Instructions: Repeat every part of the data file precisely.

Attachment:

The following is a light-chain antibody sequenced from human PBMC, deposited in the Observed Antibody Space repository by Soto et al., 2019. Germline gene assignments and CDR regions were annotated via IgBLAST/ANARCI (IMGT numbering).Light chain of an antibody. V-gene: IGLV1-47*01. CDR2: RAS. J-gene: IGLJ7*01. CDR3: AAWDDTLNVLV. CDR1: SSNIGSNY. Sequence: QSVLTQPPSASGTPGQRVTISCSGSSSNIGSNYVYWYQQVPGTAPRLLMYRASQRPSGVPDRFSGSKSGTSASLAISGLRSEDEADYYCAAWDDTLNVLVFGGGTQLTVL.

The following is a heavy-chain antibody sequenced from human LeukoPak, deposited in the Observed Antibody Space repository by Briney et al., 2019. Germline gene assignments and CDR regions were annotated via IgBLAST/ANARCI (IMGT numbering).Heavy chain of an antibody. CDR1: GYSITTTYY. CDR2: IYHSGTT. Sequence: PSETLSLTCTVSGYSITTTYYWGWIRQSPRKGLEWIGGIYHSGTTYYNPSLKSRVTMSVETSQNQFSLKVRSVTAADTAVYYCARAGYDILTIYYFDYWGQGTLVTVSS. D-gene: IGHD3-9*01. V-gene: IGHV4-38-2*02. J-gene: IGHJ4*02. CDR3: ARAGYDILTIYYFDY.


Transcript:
The following is a light-chain antibody sequenced from human PBMC, deposited in the Observed Antibody Space repository by Soto et al., 2019. Germline gene assignments and CDR regions were annotated via IgBLAST/ANARCI (IMGT numbering).Light chain of an antibody. V-gene: IGLV1-47*01. CDR2: RAS. J-gene: IGLJ7*01. CDR3: AAWDDTLNVLV. CDR1: SSNIGSNY. Sequence: QSVLTQPPSASGTPGQRVTISCSGSSSNIGSNYVYWYQQVPGTAPRLLMYRASQRPSGVPDRFSGSKSGTSASLAISGLRSEDEADYYCAAWDDTLNVLVFGGGTQLTVL.

The following is a heavy-chain antibody sequenced from human LeukoPak, deposited in the Observed Antibody Space repository by Briney et al., 2019. Germline gene assignments and CDR regions were annotated via IgBLAST/ANARCI (IMGT numbering).Heavy chain of an antibody. CDR1: GYSITTTYY. CDR2: IYHSGTT. Sequence: PSETLSLTCTVSGYSITTTYYWGWIRQSPRKGLEWIGGIYHSGTTYYNPSLKSRVTMSVETSQNQFSLKVRSVTAADTAVYYCARAGYDILTIYYFDYWGQGTLVTVSS. D-gene: IGHD3-9*01. V-gene: IGHV4-38-2*02. J-gene: IGHJ4*02. CDR3: ARAGYDILTIYYFDY.